Tenacious bureaucratic wrangling

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Tenacious bureaucratic wrangling is by far the most important life skill you will learn as a Columbia undergraduate. Learn the administration inside out and make it work for you, and you will find that the old adage, "If you can make it here, you can make it anywhere" is very true. Columbia's bureaucracy rivals that of many governments in size and scope, and it can be either incredibly useful or incredibly frustrating.

Examples of tenacious (and less tenacious) bureaucratic wrangling include passing resolutions, holding town hall meetings, writing petitions, sending voluminous emails, holding a protest, serving on committees, going over people's heads, and perhaps most importantly, meeting personally with administrators. The last method is the only way anything ever actually changes on campus, though it may need to be combined with the other methods (especially the fourth and penultimate examples).

Notable bureaucratic successes depend upon whom you ask and what you value. Most go unheralded or take effect years after the graduation of their primary instigators.

Methods of Dealing

There are many ways of wrangling the bureaucracy tenaciously. Some are better than others in certain situations. All the methods delineated below have worked in some way.

Overly long petitions

Like our sworn enemy Aaron Burr, who submitted a 40-page water bill to the New York legislature in 1799 that included one sentence permitting him to establish a bank buried among regulations for the diameter of pipes and angle of downward incline, and then shut down the water company within 4 months and established what would become JPMorgan Chase, the administration will, in more than one occasion, rubber-stamp overly long petitions without reasoning out all its implications.

Known, slightly-questionable, overly long petitions that have been successfully granted include:

  • Petition to take 3 credits of mathematics outside the university (normally not permitted for CC).
  • Petition to transfer from SEAS to CC.
  • Petition to enroll in Business School courses marked "closed to undergraduates".
  • Petition to allow two 3-4 credit senior seminars to overlap each other by almost an hour (normally, only <10 minutes is permitted).
  • Petition to graduate in 6 semesters with both a BS and an MS from SEAS.
  • Petition to remain in undergraduate housing for a semester after graduating early.
  • Petition to take 30 credits in graduate classes from GSAS and SEAS while registered as a sophomore or junior.
    • Note: sometimes it's not actually necessary to wrangle. Some people have done this without asking.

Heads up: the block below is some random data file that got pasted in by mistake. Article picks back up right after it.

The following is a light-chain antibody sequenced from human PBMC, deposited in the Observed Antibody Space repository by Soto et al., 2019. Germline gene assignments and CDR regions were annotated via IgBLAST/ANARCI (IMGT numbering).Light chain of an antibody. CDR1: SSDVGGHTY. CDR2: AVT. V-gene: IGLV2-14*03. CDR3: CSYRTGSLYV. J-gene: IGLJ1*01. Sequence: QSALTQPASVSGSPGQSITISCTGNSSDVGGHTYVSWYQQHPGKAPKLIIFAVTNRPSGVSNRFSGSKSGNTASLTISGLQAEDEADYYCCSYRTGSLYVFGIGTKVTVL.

• Petition to substitute classes taken at another university for the entire Core Curriculum

Using the General Counsel

For new ventures that scare administrators because of their potential (real or imagined) to cause the university to take on legal liability, getting an okay from the Office of the General Counsel will reverse many an initial 'no'. Student groups are highly encouraged to stay on good terms with the General Counsel members, who are busy but extraordinarily helpful. Granted, sometimes things cut the other way; one group trying to clarify copyright policy prompted the administration to enact new rules against showing movies without licenses.

Known assistance from the law has enabled:

  • Distribution of a periodical in bookstores (see the Helvidius Group)
  • Securing copyright for an electronic journal
  • Lots and lots of otherwise questionable contracts


Hunger Striking

See also: 2007 hunger strike, 1996 hunger strike

Get enough media attention and pretend to speak on behalf of a student body the administration is sorely disconnected from, and getting your way is a piece of cake.

Starting a Facebook Petition

Making a documentary film

See also: Columbia Unbecoming

Suing Columbia

In Spring 2006, Birk Oxholm CC '06 wrote an article in The Current about how to do this.


Having parents whine on your behalf

This is surprisingly effective, possibly because the university believes they're more likely to bring about a lawsuit (see above).

Showing someone a signature, any signature

It's called "plausible deniability". This is particularly effective at the Registrar. See Senior Wisdom.

University Senate legislative process

Perhaps the ultimate in tenacious bureaucratic wrangling, leverage the University Senate's policymaking and deliberative powers. Such exercise can result in an enormous waste of time, but can also succeed spectacularly, such as in the Graduate Student Center and the return of ROTC, both achieved in the 2010-2011 academic year.